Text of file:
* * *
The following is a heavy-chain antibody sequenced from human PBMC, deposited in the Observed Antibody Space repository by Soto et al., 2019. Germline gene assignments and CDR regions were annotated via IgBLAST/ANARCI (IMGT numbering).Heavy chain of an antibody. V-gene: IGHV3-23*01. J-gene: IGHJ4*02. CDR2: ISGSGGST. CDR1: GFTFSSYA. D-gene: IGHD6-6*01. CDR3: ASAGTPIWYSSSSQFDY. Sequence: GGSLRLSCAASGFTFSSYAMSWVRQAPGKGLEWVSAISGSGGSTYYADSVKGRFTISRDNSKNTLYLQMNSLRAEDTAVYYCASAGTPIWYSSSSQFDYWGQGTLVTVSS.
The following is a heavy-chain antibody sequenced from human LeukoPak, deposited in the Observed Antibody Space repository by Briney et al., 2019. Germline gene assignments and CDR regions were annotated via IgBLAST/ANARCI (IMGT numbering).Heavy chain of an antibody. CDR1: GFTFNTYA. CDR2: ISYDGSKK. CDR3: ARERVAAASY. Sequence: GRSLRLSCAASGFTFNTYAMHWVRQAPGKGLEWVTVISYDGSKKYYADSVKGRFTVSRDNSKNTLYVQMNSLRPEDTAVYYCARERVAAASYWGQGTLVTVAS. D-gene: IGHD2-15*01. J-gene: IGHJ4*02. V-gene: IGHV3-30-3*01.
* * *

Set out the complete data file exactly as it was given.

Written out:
The following is a heavy-chain antibody sequenced from human PBMC, deposited in the Observed Antibody Space repository by Soto et al., 2019. Germline gene assignments and CDR regions were annotated via IgBLAST/ANARCI (IMGT numbering).Heavy chain of an antibody. V-gene: IGHV3-23*01. J-gene: IGHJ4*02. CDR2: ISGSGGST. CDR1: GFTFSSYA. D-gene: IGHD6-6*01. CDR3: ASAGTPIWYSSSSQFDY. Sequence: GGSLRLSCAASGFTFSSYAMSWVRQAPGKGLEWVSAISGSGGSTYYADSVKGRFTISRDNSKNTLYLQMNSLRAEDTAVYYCASAGTPIWYSSSSQFDYWGQGTLVTVSS.
The following is a heavy-chain antibody sequenced from human LeukoPak, deposited in the Observed Antibody Space repository by Briney et al., 2019. Germline gene assignments and CDR regions were annotated via IgBLAST/ANARCI (IMGT numbering).Heavy chain of an antibody. CDR1: GFTFNTYA. CDR2: ISYDGSKK. CDR3: ARERVAAASY. Sequence: GRSLRLSCAASGFTFNTYAMHWVRQAPGKGLEWVTVISYDGSKKYYADSVKGRFTVSRDNSKNTLYVQMNSLRPEDTAVYYCARERVAAASYWGQGTLVTVAS. D-gene: IGHD2-15*01. J-gene: IGHJ4*02. V-gene: IGHV3-30-3*01.